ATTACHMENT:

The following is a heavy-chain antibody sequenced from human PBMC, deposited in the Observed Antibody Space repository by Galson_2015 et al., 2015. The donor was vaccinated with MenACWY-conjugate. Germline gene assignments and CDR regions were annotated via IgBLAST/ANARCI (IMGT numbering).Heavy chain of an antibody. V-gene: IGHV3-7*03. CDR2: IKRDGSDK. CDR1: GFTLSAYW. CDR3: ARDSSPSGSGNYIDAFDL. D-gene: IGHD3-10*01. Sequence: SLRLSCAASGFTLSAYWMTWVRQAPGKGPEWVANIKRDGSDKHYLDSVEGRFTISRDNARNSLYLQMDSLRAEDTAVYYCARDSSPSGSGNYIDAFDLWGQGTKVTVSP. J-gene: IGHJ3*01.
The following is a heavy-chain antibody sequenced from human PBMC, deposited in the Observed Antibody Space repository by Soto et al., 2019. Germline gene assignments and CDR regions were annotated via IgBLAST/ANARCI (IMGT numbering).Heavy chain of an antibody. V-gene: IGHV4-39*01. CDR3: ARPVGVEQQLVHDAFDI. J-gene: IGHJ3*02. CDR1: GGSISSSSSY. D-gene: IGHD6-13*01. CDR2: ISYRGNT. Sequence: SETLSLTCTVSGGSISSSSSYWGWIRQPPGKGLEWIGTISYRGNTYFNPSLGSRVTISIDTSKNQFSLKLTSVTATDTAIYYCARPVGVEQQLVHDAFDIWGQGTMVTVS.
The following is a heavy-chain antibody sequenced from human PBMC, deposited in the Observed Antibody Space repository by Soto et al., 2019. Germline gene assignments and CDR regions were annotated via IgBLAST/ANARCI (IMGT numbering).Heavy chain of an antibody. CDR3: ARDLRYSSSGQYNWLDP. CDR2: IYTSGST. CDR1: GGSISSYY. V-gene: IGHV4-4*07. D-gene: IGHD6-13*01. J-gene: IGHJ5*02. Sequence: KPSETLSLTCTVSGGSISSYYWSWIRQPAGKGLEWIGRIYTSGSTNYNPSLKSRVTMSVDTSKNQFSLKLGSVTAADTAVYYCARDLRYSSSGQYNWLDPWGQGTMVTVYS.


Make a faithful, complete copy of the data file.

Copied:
The following is a heavy-chain antibody sequenced from human PBMC, deposited in the Observed Antibody Space repository by Galson_2015 et al., 2015. The donor was vaccinated with MenACWY-conjugate. Germline gene assignments and CDR regions were annotated via IgBLAST/ANARCI (IMGT numbering).Heavy chain of an antibody. V-gene: IGHV3-7*03. CDR2: IKRDGSDK. CDR1: GFTLSAYW. CDR3: ARDSSPSGSGNYIDAFDL. D-gene: IGHD3-10*01. Sequence: SLRLSCAASGFTLSAYWMTWVRQAPGKGPEWVANIKRDGSDKHYLDSVEGRFTISRDNARNSLYLQMDSLRAEDTAVYYCARDSSPSGSGNYIDAFDLWGQGTKVTVSP. J-gene: IGHJ3*01.
The following is a heavy-chain antibody sequenced from human PBMC, deposited in the Observed Antibody Space repository by Soto et al., 2019. Germline gene assignments and CDR regions were annotated via IgBLAST/ANARCI (IMGT numbering).Heavy chain of an antibody. V-gene: IGHV4-39*01. CDR3: ARPVGVEQQLVHDAFDI. J-gene: IGHJ3*02. CDR1: GGSISSSSSY. D-gene: IGHD6-13*01. CDR2: ISYRGNT. Sequence: SETLSLTCTVSGGSISSSSSYWGWIRQPPGKGLEWIGTISYRGNTYFNPSLGSRVTISIDTSKNQFSLKLTSVTATDTAIYYCARPVGVEQQLVHDAFDIWGQGTMVTVS.
The following is a heavy-chain antibody sequenced from human PBMC, deposited in the Observed Antibody Space repository by Soto et al., 2019. Germline gene assignments and CDR regions were annotated via IgBLAST/ANARCI (IMGT numbering).Heavy chain of an antibody. CDR3: ARDLRYSSSGQYNWLDP. CDR2: IYTSGST. CDR1: GGSISSYY. V-gene: IGHV4-4*07. D-gene: IGHD6-13*01. J-gene: IGHJ5*02. Sequence: KPSETLSLTCTVSGGSISSYYWSWIRQPAGKGLEWIGRIYTSGSTNYNPSLKSRVTMSVDTSKNQFSLKLGSVTAADTAVYYCARDLRYSSSGQYNWLDPWGQGTMVTVYS.